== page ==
Enterprise Cassandra Gets a Storage Boost
As enterprises embrace NoSQL and other emerging database technologies, they are encountering familiar teething problems as they attempt to scale out and deal with stress points like soaring costs for hardware like fast media storage.
In the thick of the enterprise shift to NoSQL is the Apache Cassandra database and leading platform vendor DataStax. Network partner Datagres, the file-level storage intelligence specialist, this week rolled out an automated tiered storage package for the DataStax enterprise implementation of Cassandra that leverages fast storage media like flash and SSDs. The goal is to boost database performance that is slowing as data volumes grow.
The Datagres "PerfAccel" platform unveiled on Tuesday (Sept. 22) targets Apache Cassandra I/O performance requirements using a tiered storage approach attached to each DataStax node and designed to monitor performance. A key hurdle for Cassandra users is the sheer number of read files the database must handle. "Knowing which 10 terabytes [to focus on] is today's big challenge," Datagres CEO Ranajit Nevatia noted in an interview.
(Datagres, Palo Alto, Calif., also announced database industry veteran Nevatia's appointment as CEO and president this week.)
The Datagres approach to boosting Cassandra performance relies on a combination of caching and file-level data analytics. Those capabilities are combined to deliver what the company calls "application I/O controls for server-based operational storage intelligence." It works by supplementing existing data disks with small but fast storage media like SSD/flash drives. Cassandra reads a ton of data from disks. Datagres said its approach allows most of the reads to be served from cache, thereby preventing IOPS "saturation" of the underlying data disk.
The I/O analytics functionality is used to help determine optimum allocation of storage resources as well as to help determine the best database design. Those design considerations include the number of nodes required and how big those nodes need to be, Nevatia explained.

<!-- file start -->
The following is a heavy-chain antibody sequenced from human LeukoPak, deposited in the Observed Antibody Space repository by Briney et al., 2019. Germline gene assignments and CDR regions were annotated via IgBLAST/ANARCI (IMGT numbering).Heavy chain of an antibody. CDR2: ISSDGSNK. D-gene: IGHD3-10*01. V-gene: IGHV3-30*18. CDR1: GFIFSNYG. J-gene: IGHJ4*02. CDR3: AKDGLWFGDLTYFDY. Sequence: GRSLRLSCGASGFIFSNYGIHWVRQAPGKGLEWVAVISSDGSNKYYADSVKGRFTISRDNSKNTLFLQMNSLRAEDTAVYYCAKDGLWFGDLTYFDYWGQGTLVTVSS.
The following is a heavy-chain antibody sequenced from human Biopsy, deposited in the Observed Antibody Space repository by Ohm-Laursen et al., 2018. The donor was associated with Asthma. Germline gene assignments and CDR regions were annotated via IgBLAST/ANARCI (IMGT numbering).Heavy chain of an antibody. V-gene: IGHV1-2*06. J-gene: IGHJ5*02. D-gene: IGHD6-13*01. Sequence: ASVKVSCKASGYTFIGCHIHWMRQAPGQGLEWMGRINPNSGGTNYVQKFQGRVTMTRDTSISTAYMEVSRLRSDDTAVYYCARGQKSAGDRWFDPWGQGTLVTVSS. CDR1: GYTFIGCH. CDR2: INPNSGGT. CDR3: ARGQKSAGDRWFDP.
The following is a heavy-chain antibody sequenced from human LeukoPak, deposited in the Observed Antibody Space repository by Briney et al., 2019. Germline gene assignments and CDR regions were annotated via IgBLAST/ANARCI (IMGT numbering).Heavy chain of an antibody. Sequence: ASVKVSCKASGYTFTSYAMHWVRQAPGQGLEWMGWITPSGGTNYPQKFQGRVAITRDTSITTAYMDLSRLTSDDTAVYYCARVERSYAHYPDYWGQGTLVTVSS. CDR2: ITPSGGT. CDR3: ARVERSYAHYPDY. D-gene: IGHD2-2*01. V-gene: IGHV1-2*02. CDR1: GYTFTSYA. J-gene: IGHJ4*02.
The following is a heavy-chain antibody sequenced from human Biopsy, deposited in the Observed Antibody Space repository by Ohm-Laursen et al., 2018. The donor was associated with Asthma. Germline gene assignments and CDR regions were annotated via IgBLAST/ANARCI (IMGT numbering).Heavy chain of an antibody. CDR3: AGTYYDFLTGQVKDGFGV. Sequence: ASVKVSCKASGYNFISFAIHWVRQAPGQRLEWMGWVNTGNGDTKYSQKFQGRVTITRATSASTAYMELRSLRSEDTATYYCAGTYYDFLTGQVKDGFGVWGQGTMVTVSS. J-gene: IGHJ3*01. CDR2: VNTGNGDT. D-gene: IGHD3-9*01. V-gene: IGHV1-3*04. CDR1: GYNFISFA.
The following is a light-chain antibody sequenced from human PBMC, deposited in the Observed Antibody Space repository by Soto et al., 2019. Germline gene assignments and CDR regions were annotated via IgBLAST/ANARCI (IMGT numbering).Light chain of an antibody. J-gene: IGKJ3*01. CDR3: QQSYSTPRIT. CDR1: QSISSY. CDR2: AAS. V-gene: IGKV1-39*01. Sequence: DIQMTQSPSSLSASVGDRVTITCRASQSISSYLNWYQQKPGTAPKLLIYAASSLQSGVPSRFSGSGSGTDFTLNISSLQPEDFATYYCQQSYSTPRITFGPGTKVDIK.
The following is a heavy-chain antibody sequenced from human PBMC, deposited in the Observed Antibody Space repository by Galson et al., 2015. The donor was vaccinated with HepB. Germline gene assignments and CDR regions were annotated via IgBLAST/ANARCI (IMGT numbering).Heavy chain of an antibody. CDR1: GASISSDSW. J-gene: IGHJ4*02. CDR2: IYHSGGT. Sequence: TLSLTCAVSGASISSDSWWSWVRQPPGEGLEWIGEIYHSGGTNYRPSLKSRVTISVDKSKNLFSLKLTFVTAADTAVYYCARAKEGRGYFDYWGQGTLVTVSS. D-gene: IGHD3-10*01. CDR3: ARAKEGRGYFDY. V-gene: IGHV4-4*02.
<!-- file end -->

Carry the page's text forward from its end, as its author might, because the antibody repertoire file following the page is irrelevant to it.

The knock on Cassandra is that it remains hard to deploy and is finicky once it is up and running. Those issues are magnified in enterprise deployments. "The reason it is hard to deploy is because everybody is guessing" when trying to scale Cassandra in the enterprise, Nevatia added.
Hence, Datagres is attempting to fill out the Cassandra enterprise infrastructure with a tiered storage tool that can help size Cassandra nodes and configure performance parameters.
At the same time, it attempts to tackle soaring hardware costs related to scaling NoSQL databases. Along with leveraging the advantages of PCIe/NVMe, flash/SSD and HDDs all running on the same server, the Datagres approach is billed as reducing overall infrastructure cost since its PerfAccel software requires fewer hardware resources.
The Datagres software also runs on the same platform on which Cassandra is running, whether bare metal, virtual, on-premise or in the cloud.
Datagres said PerfAccel for DataStax Enterprise is available now. The grid-scale management and acceleration software was released in conjunction with the annual Cassandra Summit hosted this week by DataStax in Santa Clara.